This is one of the very random memories from his illness but I of course have many positive memories also. I had left home by the time he became ill, but I treasure the times that we shared the late night Old Grey Whistle Test on a Thursday? I remember him being enthralled by Bohemian Rhapsody and surprisingly eclectic in his musical tastes. Perhaps he was just appeasing a 16/17 year old ! I remember rolling cigarettes for him, buying his Golden Virginia tobacco and the cabin bed he made in my very small (but all mine) bedroom, to give me more floor space.

He was a very clever man, my dad, he could handle complicated maths problems quicker than a calculator; he wrote articles for Fuchsia Weekly (or something similar) as he produced new hybrid versions of his favourite plant.

He was also an original new man, cooking tea for us kids when mum worked evenings, I will never forget his Lancashire Hotpot, egg and chips or stews.

I miss him almost every day. I wonder often how he would have influenced my own children, had he known them, I was barely grown up myself when he died, and regret that he did not know me as I am now, with the wisdom of 60 years of experiences and lessons learned. I know that they would have loved him dearly, as did I.

So happy birthday dad. Thank you for being there for the time that you were, love you forever xx

Relatively speaking – proceed with caution

I have dabbled with our family tree for a few years now, using a website with seemingly magical search engines, tempting you with little waving green leaves, to suggest possible links and events to identify long past relatives. I very quickly became wary of these little leaves, and added nothing as a certainty, unless verified by my own family knowledge or irrefutable supporting documentation.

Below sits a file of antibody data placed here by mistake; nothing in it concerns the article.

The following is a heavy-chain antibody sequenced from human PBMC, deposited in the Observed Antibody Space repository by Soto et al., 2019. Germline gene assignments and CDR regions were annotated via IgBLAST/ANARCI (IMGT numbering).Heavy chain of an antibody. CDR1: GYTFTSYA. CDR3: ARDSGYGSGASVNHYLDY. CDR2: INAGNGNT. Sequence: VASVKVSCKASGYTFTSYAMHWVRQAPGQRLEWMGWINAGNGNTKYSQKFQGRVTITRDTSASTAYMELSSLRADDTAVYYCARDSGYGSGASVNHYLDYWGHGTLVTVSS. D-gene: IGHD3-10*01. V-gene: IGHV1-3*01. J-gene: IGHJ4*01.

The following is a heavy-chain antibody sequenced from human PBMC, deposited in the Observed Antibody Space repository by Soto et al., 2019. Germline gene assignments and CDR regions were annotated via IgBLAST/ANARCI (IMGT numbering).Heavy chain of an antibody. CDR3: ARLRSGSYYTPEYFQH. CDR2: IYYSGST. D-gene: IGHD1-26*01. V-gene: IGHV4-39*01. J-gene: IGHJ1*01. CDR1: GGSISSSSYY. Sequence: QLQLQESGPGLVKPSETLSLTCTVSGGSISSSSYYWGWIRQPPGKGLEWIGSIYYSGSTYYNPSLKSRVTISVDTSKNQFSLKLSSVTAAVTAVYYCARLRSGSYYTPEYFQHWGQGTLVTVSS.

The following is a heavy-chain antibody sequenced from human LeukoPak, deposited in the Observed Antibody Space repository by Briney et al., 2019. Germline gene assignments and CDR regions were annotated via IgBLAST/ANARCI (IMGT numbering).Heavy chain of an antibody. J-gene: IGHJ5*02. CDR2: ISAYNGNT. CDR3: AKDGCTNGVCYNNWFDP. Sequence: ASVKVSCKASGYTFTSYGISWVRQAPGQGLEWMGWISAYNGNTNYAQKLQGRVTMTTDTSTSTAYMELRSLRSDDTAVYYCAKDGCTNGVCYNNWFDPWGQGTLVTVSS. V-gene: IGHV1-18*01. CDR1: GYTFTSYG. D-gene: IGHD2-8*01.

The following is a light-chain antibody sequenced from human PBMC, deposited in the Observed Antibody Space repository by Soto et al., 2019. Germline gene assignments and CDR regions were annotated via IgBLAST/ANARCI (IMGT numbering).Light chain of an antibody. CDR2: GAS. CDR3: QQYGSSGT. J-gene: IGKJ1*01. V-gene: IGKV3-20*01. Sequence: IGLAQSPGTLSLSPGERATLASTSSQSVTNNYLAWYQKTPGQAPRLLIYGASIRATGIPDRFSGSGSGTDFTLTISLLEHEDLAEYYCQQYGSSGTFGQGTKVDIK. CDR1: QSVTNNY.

One of the issues of course is that one “John Smith ” can present much the same as twenty other “John Smith” entries from the same area and at the same time. When you go back only as far as the 1800’s it is quite usual for the same christian name or even a combination of christian names, to be used several times in the same family. It is therefore very easy to attach a record to the wrong one, and go off at a completely inappropriate tangent.

There are also however some situations which may present as completely improbable, but are actually spot on ! In my own family a grandparent of mine had a male sibling born in 1905 with a death recorded for him in the same year. But wait, another birth appears in 1908, same location, same parents, baptised in the same church and same christian name. This sibling lives a long life, with an emigration to Australia and his death there in his old age. My grandmother actually visited him in her eightieth year in Australia. So were the birth and death records in 1905 wrong ? he could not have been born twice. He of course was not, but his parents had named him in 1908 with the same name used for their son who was born and died in 1905.

Again, in the same family, but a generation later, there are two brothers, who are uncles of mine, who married one each of twin sisters, who lived in the same street as them. Now to many more remote relatives, this would look extremely unlikely, and would be dismissed as a false lead.

Despite my cautious approach to these records, a bit of a mystery has emerged in relation to my own great grandmother. Now I recall visiting her as a small child, with my mother, I remember her home and exactly where it was. She is of course on my tree, but her little green waving leaf puts her death at a time when I was 20 years old. For some time I have rejected this as not true! I would have had an ongoing relationship with her! I had assumed that she had died when I was small and my memories of her being in my life stopped. I ordered a death certificate sure that it would place her in a different family. You can guess what happened next, this absolutely is my great-grandmother; her death was registered by her daughter (sibling of my grandfather) who I also remember well, and her address was exactly where I remember her living.